Our brains do a number of incredible things, but one of the most fascinating functions of our brains is the creation of new concepts, ideas, and art. Albert Einstein once said, “Creativity is intelligence having fun,” an astute observation that beautifully captures the complexities of creative ventures. Today we are going to break down creative theory in a neuroscientific context.
Let’s start by diving into the work of acclaimed British scholar and co-founder of the London School of Economics, Graham Wallas (Mattson, 2021). In 1926, Wallas published one of the first books on creative theory, The Art of Thought. It was here that he proposed the Wallas Model of Creativity, a creative scaffolding theory that still dominates the study of creativity today. The Wallas Model asserts that creative process takes place in 4 steps:
- Preparation: A conscious process that involves all of the things that go into thinking about a creative project (for example, education, logical exercises, experiments
- Incubation: An unconscious process that “extends” and “enriches” the original thought (This often occurs through mental relaxation and distraction from the creative task)
- Illumination: This is where the unconscious elaborations of the incubation period come to the surface. You can think of it as the “aha!” moment.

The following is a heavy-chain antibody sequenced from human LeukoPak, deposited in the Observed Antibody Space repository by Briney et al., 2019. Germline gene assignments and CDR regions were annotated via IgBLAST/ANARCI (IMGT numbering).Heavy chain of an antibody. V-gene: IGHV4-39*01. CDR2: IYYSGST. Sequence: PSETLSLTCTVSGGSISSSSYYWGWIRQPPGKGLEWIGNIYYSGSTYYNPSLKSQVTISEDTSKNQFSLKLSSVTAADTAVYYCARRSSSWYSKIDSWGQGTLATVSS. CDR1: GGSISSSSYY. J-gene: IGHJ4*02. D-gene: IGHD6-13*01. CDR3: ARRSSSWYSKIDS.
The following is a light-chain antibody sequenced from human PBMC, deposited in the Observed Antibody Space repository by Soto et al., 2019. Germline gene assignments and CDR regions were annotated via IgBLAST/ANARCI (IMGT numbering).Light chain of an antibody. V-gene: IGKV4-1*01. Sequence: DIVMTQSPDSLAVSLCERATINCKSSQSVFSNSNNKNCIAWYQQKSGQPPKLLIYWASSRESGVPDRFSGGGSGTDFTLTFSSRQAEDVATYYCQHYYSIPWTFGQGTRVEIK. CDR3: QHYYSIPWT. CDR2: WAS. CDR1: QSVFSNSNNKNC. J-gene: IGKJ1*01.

- Verification: In this stage the creative idea is tested and refined into an exact product (Kaufman, 2013; Mattson, 2021; Sadler-Smith, 2015).
Additionally, creative projects can be broken down into 3 different categories: combinatorial, exploratory, and transformational. Combinatorial creativity involves putting familiar concepts together to create something new (for example, analogies and collages). Exploratory creativity is the process by which we use existing structures and styles to create new ideas (for example, the creation of a song for a specific music genre, or the development of a new themed version of the existing game, monopoly). Lastly, transformational creativity refers to creations that use existing structures to create completely new ones (for example, the generation of a new music genre or the creation of a new scientific theory) (Vartanian et al., 2013).
Join us in our next article as we explore creativity from a neuroscientific context.